Backyard bounty: plant now for your very first veggie harvest

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An overhead view of a person planting a vegetable garden

You’re finally in your very own home. Now it's time to look outside.

With the sun shining and the snow a distant memory, that fertile soil in your new backyard is just waiting to welcome your very first vegetable garden.

Not sure you have a green thumb or the knowledge you need to get started? Not to worry. We went to one of Edmonton’s favourite gardeners, Gerald Filipski, for advice. The longtime Edmonton Journal gardening columnist and author of Just Ask Jerry was more than happy to share his tips for success.

A father, a young girl, and a young boy examine a tomato plant in the middle of a large garden.

Shopping list

You can’t start a new hobby without the tools of the trade. You could spend a small fortune in your favourite garden centre, but, says Filipski, there are really only a handful of must-haves for the beginner.

You will need:

  • Spade: Turns the soil and mixes in compost or manure
  • Garden rake: Removes stones and other debris and smooth out the bed
  • Trowel: Used for planting and transplanting
  • Long-handled hand cultivator: Breaks up clumps and gets rid of weeds
  • Kneepads or kneeling pad: Reduces wear and tear on your knees
  • Gardening gloves: Keeps the soil from taking up residence under your fingernails

Be prepared

Now it’s time to get the soil ready for planting. Sandy soil or soil that is rich in clay will especially benefit from some TLC before your seeds go into the ground, but all garden soil needs regular infusions of fertilizer to keep it healthy.

“The best additives for improving the quality of the soil are compost and well-rotted manure,” says Filipski. Spread them all over your soil to a depth of five to seven and a half centimetres, he adds, then mix well with your handy new spade.

A person with green trousers lifting soil with a shovel

Choose your bed

Do you want one large garden bed that takes up most of your yard? Or would you prefer a carefully planned series of raised beds? Perhaps you have a large patio where containers would work best.

They’re all great choices, says Filipski, so select whatever suits your preference and your space. You can probably grow more veggies in a regular garden bed, he says. But “raised beds are easier on the back,” he notes, “and are excellent to use when the existing soil in the garden is very compacted.”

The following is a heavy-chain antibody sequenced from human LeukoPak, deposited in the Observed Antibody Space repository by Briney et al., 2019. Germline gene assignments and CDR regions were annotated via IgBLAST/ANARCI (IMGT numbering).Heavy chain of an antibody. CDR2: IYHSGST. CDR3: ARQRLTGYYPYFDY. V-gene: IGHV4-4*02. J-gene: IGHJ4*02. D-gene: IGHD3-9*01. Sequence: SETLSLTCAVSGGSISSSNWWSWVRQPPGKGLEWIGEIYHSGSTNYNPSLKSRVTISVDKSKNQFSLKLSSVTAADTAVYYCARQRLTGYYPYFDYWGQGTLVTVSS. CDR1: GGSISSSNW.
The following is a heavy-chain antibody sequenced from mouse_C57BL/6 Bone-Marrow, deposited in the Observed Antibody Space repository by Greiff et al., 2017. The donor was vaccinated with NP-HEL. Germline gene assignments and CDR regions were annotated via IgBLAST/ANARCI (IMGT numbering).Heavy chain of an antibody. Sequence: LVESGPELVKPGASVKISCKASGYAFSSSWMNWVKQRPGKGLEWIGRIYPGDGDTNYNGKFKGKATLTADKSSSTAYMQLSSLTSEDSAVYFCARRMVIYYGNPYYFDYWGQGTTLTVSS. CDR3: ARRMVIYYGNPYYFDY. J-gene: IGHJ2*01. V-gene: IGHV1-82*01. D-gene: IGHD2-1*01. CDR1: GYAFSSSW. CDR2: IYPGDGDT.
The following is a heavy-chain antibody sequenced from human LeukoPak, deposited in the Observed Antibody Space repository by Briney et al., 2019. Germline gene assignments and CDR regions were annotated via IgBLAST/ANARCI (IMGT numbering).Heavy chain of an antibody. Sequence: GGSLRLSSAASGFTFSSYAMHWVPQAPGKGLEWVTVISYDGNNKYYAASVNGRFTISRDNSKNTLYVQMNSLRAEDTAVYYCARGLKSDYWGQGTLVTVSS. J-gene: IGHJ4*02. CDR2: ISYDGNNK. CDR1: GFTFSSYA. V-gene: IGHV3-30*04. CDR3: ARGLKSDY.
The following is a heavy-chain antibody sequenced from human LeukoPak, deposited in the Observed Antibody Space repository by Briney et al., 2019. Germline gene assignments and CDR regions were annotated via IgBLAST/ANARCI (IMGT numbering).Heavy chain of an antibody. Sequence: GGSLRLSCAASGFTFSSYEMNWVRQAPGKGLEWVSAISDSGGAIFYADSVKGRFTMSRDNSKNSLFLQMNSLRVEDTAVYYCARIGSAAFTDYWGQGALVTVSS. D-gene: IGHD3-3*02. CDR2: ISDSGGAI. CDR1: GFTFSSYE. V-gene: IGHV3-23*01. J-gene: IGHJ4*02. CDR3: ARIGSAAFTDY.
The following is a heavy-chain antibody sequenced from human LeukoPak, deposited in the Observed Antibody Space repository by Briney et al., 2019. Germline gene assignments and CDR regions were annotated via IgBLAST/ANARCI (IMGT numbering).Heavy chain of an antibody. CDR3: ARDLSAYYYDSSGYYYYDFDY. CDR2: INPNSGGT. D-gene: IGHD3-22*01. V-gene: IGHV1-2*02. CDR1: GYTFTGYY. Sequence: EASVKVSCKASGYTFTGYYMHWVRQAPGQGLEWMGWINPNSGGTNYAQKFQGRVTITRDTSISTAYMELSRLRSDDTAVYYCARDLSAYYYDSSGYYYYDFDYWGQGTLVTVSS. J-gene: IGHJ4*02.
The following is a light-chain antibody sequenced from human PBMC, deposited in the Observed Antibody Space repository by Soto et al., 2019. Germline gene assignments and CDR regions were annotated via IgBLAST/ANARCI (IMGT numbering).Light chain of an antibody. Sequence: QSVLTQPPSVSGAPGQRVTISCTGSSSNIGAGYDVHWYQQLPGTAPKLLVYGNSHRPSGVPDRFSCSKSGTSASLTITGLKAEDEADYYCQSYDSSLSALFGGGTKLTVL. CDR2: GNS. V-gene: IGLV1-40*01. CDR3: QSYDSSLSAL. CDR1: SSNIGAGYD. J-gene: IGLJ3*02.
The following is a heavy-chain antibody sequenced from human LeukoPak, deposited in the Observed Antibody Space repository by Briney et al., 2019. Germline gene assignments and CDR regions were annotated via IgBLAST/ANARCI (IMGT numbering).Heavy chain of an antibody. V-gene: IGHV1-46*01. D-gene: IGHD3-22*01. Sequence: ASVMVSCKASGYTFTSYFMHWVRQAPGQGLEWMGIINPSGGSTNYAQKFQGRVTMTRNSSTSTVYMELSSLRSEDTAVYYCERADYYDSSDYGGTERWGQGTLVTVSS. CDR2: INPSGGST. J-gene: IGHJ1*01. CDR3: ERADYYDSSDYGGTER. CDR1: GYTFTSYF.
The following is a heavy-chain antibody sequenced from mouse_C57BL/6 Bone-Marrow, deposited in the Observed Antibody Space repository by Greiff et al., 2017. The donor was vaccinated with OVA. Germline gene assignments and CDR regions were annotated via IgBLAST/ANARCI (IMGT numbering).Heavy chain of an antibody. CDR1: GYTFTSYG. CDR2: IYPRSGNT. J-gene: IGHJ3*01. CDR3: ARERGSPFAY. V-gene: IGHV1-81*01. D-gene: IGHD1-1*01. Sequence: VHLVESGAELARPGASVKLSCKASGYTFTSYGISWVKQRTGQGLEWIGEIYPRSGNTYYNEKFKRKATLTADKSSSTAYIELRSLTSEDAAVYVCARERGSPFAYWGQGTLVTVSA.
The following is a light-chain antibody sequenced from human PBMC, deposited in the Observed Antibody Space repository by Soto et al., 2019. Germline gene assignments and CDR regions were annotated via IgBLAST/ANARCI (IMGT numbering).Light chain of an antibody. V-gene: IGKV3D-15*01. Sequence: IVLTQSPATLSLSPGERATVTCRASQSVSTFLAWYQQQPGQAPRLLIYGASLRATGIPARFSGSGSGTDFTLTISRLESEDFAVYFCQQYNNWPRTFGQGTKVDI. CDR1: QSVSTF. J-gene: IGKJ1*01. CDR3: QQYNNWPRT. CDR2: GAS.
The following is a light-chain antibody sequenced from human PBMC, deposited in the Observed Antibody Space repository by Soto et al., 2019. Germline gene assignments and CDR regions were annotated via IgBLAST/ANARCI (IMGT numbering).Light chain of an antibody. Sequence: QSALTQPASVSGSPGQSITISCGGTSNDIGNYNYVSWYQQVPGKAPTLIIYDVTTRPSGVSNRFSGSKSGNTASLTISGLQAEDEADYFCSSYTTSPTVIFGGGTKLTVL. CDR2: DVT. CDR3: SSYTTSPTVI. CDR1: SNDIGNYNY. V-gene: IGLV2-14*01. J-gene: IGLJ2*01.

Think you can’t grow your own veggies if you’ve chosen condo living? “Containers are great for gardeners that have small yards or only have a balcony or deck to grow their veggies on,” says Filipski. Planting in pots also means you have the added convenience of portability, so your veggies can follow the path of the sun throughout the day.

Ready, set, plant!

While most experienced gardeners will have started seeds indoors in March, it’s not too late to plant a flourishing garden now.

“Because of the long summer days we have in Edmonton,” says Filipski, “most veggies planted now will produce well.” For a guaranteed crop, he suggests starting with things like lettuce, spinach, zucchini, and carrots. If you plant now, you’ll be able to harvest your first batch of lettuce and spinach in as few as 30 days, Filipski adds.

Check out your favourite garden centre for a variety of seed packets and read the instructions on spacing and depth carefully before digging in.

If you love tomatoes, pick up a few plants and add them to the mix. Tomatoes thrive in Edmonton’s summer climate.

Try something new

Every spring, garden centres are full of brand-new seed varieties. Even if this is your first garden, don’t be afraid to try something new and different.

Filipski keeps his eyes peeled every season for the newcomers, and this year he has a few recommendations.

  • Roly Poly, Eight Ball: dwarf, round zucchini
  • Megabite: dwarf tomato, with beefsteak-sized fruit on 45-cm tall plants
  • Lizzano: trailing tomato
  • Short ‘n Sweet: a newer carrot bred to grow in poor or heavy soils

Care and feeding

There’s an art to planning your veggie garden. Some crops complement each other while others can’t stand each other. Tomatoes and basil are natural companions, says Filipski, and corn is happy growing next to beans. Keep carrots away from dill, though, he adds, and beans away from onions or members of the cabbage family.

One of the biggest mistakes a new gardener can make is overwatering. “Veggies only need to be watered every second day during hot weather,” says Filipski. “The soil should be well drained, meaning no standing water after a rain or watering.” Tomatoes are the exception, he notes. Keep their soil evenly moist but not soaked.

An older man and a young boy dig in the dirt with a trowel.

It’s also tempting to think your precious veggies need bountiful helpings of fertilizer throughout the season. Not so, says Filipski, as long as you’ve prepared the soil properly before planting. However, if you want to feed your tomatoes, Filipski recommends fish fertilizer. He prefers Alaska Fish Fertilizer, which is all natural and suitable for organic gardening.

Most important, make sure your veggies get a lot of light. According to Filipski, they need between six and eight hours of direct sun daily.

Parting thoughts

Armed with these tips, there’s nothing left but to head out and dig in. Let this spring be the beginning of a lifetime of fresh, homegrown, organic vegetables.

“Welcome to the gardening fraternity,” says Filipski, “where we never stop learning and never stop enjoying the fruits of our labours.”